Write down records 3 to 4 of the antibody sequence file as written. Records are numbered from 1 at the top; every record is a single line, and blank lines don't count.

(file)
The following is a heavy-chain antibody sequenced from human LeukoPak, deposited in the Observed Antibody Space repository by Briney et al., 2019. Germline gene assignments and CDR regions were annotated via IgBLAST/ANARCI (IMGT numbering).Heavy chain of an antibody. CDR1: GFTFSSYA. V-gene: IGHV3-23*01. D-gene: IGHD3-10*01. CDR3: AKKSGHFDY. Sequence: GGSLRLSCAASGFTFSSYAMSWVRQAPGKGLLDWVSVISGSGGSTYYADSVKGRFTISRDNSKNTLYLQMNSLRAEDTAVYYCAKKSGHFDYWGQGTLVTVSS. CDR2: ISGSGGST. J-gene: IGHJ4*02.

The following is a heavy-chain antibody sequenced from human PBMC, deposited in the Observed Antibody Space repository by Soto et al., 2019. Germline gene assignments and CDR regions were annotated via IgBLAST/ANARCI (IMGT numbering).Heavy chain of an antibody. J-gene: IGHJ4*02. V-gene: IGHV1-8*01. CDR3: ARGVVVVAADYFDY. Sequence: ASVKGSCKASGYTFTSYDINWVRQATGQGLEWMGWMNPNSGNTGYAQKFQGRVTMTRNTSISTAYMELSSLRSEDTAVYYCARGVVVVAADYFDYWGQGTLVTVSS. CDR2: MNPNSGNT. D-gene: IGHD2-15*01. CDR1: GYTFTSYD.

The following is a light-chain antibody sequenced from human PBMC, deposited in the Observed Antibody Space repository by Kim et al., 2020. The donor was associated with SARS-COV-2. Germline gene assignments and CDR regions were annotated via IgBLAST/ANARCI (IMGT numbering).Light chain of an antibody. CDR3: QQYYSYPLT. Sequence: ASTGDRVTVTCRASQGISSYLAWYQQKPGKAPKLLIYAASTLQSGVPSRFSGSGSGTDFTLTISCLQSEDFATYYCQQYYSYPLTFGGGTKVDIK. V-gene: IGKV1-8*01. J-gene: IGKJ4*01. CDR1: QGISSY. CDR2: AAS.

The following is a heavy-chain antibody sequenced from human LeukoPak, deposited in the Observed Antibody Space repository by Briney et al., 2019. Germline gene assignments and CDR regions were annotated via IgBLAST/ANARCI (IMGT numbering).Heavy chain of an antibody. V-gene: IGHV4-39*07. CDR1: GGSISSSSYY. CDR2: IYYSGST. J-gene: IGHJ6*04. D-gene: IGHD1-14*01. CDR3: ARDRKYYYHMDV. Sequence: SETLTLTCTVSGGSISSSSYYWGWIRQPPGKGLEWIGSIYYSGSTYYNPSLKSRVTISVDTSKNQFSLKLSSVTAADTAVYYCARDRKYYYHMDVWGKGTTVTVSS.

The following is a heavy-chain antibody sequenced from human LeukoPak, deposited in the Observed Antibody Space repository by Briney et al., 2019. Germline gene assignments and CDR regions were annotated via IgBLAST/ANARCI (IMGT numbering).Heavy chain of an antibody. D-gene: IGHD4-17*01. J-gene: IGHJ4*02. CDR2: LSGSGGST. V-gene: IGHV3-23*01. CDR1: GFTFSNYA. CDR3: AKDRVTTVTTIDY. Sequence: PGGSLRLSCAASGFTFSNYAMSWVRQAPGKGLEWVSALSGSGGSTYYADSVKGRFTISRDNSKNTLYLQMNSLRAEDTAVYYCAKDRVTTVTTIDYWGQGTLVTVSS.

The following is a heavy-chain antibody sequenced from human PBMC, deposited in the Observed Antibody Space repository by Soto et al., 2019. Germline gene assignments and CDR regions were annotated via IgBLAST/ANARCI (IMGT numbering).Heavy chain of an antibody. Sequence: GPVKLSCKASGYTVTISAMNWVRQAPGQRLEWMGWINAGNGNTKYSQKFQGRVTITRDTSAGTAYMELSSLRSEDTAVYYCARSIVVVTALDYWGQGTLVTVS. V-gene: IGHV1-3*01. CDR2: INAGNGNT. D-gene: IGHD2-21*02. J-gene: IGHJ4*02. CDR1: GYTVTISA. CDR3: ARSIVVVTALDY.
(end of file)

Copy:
The following is a light-chain antibody sequenced from human PBMC, deposited in the Observed Antibody Space repository by Kim et al., 2020. The donor was associated with SARS-COV-2. Germline gene assignments and CDR regions were annotated via IgBLAST/ANARCI (IMGT numbering).Light chain of an antibody. CDR3: QQYYSYPLT. Sequence: ASTGDRVTVTCRASQGISSYLAWYQQKPGKAPKLLIYAASTLQSGVPSRFSGSGSGTDFTLTISCLQSEDFATYYCQQYYSYPLTFGGGTKVDIK. V-gene: IGKV1-8*01. J-gene: IGKJ4*01. CDR1: QGISSY. CDR2: AAS.

The following is a heavy-chain antibody sequenced from human LeukoPak, deposited in the Observed Antibody Space repository by Briney et al., 2019. Germline gene assignments and CDR regions were annotated via IgBLAST/ANARCI (IMGT numbering).Heavy chain of an antibody. V-gene: IGHV4-39*07. CDR1: GGSISSSSYY. CDR2: IYYSGST. J-gene: IGHJ6*04. D-gene: IGHD1-14*01. CDR3: ARDRKYYYHMDV. Sequence: SETLTLTCTVSGGSISSSSYYWGWIRQPPGKGLEWIGSIYYSGSTYYNPSLKSRVTISVDTSKNQFSLKLSSVTAADTAVYYCARDRKYYYHMDVWGKGTTVTVSS.